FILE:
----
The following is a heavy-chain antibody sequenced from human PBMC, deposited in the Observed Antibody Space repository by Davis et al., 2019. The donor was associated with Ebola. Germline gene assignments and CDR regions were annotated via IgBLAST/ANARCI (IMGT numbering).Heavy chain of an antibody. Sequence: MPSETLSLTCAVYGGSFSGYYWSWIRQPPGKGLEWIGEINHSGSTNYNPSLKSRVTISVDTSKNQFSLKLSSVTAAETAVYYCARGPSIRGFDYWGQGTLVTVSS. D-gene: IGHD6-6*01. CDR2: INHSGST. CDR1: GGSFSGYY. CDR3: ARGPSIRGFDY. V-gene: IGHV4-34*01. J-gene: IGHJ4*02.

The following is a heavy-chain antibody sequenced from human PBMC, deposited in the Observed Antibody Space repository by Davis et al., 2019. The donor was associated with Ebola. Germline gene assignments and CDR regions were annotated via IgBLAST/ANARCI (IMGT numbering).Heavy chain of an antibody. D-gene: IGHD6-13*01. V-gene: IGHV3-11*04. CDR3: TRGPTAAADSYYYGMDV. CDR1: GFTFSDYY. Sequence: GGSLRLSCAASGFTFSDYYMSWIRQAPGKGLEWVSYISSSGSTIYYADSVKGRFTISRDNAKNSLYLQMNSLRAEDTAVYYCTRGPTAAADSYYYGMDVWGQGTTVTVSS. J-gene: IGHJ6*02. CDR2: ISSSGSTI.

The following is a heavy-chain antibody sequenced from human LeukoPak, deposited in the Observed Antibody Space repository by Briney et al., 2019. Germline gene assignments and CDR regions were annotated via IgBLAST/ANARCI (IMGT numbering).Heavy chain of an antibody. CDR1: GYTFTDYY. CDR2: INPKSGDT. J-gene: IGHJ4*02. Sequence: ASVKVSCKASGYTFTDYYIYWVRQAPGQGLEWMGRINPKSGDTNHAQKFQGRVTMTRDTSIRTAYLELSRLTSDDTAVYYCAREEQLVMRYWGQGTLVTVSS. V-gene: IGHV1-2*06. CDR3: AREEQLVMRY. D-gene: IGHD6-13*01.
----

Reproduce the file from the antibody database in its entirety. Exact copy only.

The following is a heavy-chain antibody sequenced from human PBMC, deposited in the Observed Antibody Space repository by Davis et al., 2019. The donor was associated with Ebola. Germline gene assignments and CDR regions were annotated via IgBLAST/ANARCI (IMGT numbering).Heavy chain of an antibody. Sequence: MPSETLSLTCAVYGGSFSGYYWSWIRQPPGKGLEWIGEINHSGSTNYNPSLKSRVTISVDTSKNQFSLKLSSVTAAETAVYYCARGPSIRGFDYWGQGTLVTVSS. D-gene: IGHD6-6*01. CDR2: INHSGST. CDR1: GGSFSGYY. CDR3: ARGPSIRGFDY. V-gene: IGHV4-34*01. J-gene: IGHJ4*02.

The following is a heavy-chain antibody sequenced from human PBMC, deposited in the Observed Antibody Space repository by Davis et al., 2019. The donor was associated with Ebola. Germline gene assignments and CDR regions were annotated via IgBLAST/ANARCI (IMGT numbering).Heavy chain of an antibody. D-gene: IGHD6-13*01. V-gene: IGHV3-11*04. CDR3: TRGPTAAADSYYYGMDV. CDR1: GFTFSDYY. Sequence: GGSLRLSCAASGFTFSDYYMSWIRQAPGKGLEWVSYISSSGSTIYYADSVKGRFTISRDNAKNSLYLQMNSLRAEDTAVYYCTRGPTAAADSYYYGMDVWGQGTTVTVSS. J-gene: IGHJ6*02. CDR2: ISSSGSTI.

The following is a heavy-chain antibody sequenced from human LeukoPak, deposited in the Observed Antibody Space repository by Briney et al., 2019. Germline gene assignments and CDR regions were annotated via IgBLAST/ANARCI (IMGT numbering).Heavy chain of an antibody. CDR1: GYTFTDYY. CDR2: INPKSGDT. J-gene: IGHJ4*02. Sequence: ASVKVSCKASGYTFTDYYIYWVRQAPGQGLEWMGRINPKSGDTNHAQKFQGRVTMTRDTSIRTAYLELSRLTSDDTAVYYCAREEQLVMRYWGQGTLVTVSS. V-gene: IGHV1-2*06. CDR3: AREEQLVMRY. D-gene: IGHD6-13*01.